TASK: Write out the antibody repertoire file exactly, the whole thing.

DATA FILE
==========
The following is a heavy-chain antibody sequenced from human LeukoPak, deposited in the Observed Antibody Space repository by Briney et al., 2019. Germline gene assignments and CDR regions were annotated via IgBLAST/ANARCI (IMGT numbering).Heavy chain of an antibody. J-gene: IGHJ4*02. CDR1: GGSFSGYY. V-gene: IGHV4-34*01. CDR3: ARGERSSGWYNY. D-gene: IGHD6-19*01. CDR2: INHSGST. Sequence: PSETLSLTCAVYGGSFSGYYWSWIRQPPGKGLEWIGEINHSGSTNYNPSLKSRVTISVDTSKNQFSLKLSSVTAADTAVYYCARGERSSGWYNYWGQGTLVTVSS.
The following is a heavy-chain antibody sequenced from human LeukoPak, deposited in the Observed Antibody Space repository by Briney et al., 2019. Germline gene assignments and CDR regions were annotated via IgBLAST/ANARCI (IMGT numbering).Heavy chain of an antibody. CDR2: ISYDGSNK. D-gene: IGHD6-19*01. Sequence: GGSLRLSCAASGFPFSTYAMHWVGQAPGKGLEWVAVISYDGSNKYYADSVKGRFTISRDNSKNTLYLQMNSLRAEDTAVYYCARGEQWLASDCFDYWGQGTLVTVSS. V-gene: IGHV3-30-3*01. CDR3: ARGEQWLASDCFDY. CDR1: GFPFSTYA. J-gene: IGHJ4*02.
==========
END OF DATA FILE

The following is a heavy-chain antibody sequenced from human LeukoPak, deposited in the Observed Antibody Space repository by Briney et al., 2019. Germline gene assignments and CDR regions were annotated via IgBLAST/ANARCI (IMGT numbering).Heavy chain of an antibody. J-gene: IGHJ4*02. CDR1: GGSFSGYY. V-gene: IGHV4-34*01. CDR3: ARGERSSGWYNY. D-gene: IGHD6-19*01. CDR2: INHSGST. Sequence: PSETLSLTCAVYGGSFSGYYWSWIRQPPGKGLEWIGEINHSGSTNYNPSLKSRVTISVDTSKNQFSLKLSSVTAADTAVYYCARGERSSGWYNYWGQGTLVTVSS.
The following is a heavy-chain antibody sequenced from human LeukoPak, deposited in the Observed Antibody Space repository by Briney et al., 2019. Germline gene assignments and CDR regions were annotated via IgBLAST/ANARCI (IMGT numbering).Heavy chain of an antibody. CDR2: ISYDGSNK. D-gene: IGHD6-19*01. Sequence: GGSLRLSCAASGFPFSTYAMHWVGQAPGKGLEWVAVISYDGSNKYYADSVKGRFTISRDNSKNTLYLQMNSLRAEDTAVYYCARGEQWLASDCFDYWGQGTLVTVSS. V-gene: IGHV3-30-3*01. CDR3: ARGEQWLASDCFDY. CDR1: GFPFSTYA. J-gene: IGHJ4*02.